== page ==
When trade loses its balance

Canada has a $155-million trade deficit with Europe in pork and beef.

For the first 11 months of 2018, Canada exported $4.7 million in pork and $15.5 million worth of beef to the European Union. In the same period, Europe shipped $157 million worth of pork and $18.8 million in beef to Canada.

Those numbers suggest the Comprehensive and Economic Trade Agreement that Canada and the EU reached in 2016 isn’t working out as planned.

When the deal was signed, the federal government and many in the protein industry touted the deal as a big win for livestock producers because it created tariff-free quotas for Canadian beef and pork sold into Europe.

“When completely implemented, CETA is expected to result in $1.5 billion in new agri-food exports, including $600 million in beef, $400 million in pork,” the Canadian Agri-food Trade Alliance said a few years ago.

Defenders of CETA say patience is needed. Europe will buy a lot more Canadian pork and beef once technical issues and obstacles are sorted out, they argue.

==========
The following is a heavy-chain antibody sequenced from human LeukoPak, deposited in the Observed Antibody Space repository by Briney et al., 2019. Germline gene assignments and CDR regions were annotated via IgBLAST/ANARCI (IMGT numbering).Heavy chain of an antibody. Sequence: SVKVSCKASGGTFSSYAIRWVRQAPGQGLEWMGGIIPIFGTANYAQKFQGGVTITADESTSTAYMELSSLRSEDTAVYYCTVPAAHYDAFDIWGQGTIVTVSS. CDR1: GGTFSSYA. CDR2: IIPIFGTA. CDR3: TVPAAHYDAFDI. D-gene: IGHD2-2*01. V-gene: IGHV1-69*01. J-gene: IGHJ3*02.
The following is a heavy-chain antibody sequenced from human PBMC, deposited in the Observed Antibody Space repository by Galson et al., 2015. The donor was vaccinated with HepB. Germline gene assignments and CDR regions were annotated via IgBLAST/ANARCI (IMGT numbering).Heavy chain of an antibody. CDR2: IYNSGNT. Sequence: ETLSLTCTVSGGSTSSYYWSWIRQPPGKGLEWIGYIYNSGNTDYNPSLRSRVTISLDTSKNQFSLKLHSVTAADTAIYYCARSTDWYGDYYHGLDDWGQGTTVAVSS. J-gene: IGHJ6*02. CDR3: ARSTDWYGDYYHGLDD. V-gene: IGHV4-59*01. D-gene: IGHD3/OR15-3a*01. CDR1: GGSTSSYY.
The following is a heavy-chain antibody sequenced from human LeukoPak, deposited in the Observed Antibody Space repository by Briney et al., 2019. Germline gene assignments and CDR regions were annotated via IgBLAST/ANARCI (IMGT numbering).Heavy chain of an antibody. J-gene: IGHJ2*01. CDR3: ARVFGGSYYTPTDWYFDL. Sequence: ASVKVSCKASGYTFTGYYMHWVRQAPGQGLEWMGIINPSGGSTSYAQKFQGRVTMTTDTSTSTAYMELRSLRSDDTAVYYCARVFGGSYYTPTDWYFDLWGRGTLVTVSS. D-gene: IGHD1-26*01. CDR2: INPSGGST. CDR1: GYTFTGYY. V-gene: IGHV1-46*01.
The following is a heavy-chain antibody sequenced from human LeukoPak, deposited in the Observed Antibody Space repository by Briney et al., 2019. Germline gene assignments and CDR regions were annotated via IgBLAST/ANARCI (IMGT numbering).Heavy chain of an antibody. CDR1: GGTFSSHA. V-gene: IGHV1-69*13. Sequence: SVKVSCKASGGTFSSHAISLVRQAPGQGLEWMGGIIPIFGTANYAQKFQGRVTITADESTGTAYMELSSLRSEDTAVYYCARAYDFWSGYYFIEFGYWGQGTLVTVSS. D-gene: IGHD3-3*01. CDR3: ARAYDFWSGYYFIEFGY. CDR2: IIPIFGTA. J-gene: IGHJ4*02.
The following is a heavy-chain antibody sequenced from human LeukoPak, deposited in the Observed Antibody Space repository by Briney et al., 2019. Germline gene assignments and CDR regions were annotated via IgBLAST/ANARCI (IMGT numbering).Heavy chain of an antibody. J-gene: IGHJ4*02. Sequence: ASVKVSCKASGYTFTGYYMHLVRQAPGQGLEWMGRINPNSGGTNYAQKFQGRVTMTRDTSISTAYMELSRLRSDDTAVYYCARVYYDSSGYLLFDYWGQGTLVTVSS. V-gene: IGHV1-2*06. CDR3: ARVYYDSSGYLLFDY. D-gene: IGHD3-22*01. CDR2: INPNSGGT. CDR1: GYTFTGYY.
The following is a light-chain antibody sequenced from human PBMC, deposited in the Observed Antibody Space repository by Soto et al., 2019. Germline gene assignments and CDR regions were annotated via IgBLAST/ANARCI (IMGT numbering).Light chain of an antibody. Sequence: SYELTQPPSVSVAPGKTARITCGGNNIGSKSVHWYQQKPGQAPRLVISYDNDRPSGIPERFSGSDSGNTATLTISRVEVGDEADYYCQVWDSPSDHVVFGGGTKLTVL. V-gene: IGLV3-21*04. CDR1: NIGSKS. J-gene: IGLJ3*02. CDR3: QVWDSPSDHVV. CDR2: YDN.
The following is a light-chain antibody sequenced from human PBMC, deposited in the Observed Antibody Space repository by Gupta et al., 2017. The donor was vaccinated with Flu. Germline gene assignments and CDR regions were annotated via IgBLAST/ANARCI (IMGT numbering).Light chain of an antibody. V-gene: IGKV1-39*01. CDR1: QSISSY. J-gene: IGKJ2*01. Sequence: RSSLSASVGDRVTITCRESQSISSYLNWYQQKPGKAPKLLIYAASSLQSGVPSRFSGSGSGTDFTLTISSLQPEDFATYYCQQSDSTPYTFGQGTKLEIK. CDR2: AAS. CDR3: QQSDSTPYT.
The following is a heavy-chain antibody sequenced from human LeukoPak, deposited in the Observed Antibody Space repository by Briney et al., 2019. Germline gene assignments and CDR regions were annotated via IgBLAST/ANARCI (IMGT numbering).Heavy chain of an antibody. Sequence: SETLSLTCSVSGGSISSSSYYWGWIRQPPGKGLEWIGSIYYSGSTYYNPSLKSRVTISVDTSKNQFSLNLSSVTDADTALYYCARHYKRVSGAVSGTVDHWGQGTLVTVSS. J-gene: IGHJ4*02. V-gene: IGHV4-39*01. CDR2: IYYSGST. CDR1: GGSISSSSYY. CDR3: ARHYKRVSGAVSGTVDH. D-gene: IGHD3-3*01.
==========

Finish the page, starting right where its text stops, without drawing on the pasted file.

That could be possible, but Agriculture Canada import/export data released earlier this month shows Europe is not living up to the spirit of free trade.

  • Canadian pork sales to Europe have been stuck at $4 million a year since 2015, while European pork sales to Canada have gone from $99 million in 2015 to $157 million for the first 11 months of 2018.
  • EU beef exports to Canada were $12,000 in 2015 and almost $19 million for the first 11 months of 2018. However, France bought only $167,000 worth of Canadian beef last year, down from $2.1 million in 2015.
  • Excluding sales to the United Kingdom, Europeans bought less than $8 million worth of Canadian beef in the first 11 months of 2018.

In fact, last year Canada exported $2.6 million in beef to Angola, a country with a per capita gross domestic product of $5,000. That’s about seven times more than Canada sold to Germany and France combined.

A number of Canadian beef producers have noticed the weak sales to Europe. They are frustrated and say the European market is a waste of time.

“CETA is a joke. We’re getting nothing,” Stuart Thiessen, a cattle producer and feedlot operator near Strathmore, Alta., told the Alberta Farmer Express in 2018.

“Last I checked, it was 2,500 head that went to Europe. That’s not even a day’s kill.”

Others say European buyers do want Canadian beef but that it could take years to sort out regulatory issues and increase export volumes. The EU will accept beef only from cattle raised without use of additional growth hormones, and Europe hasn’t approved a carcass wash used in Canada.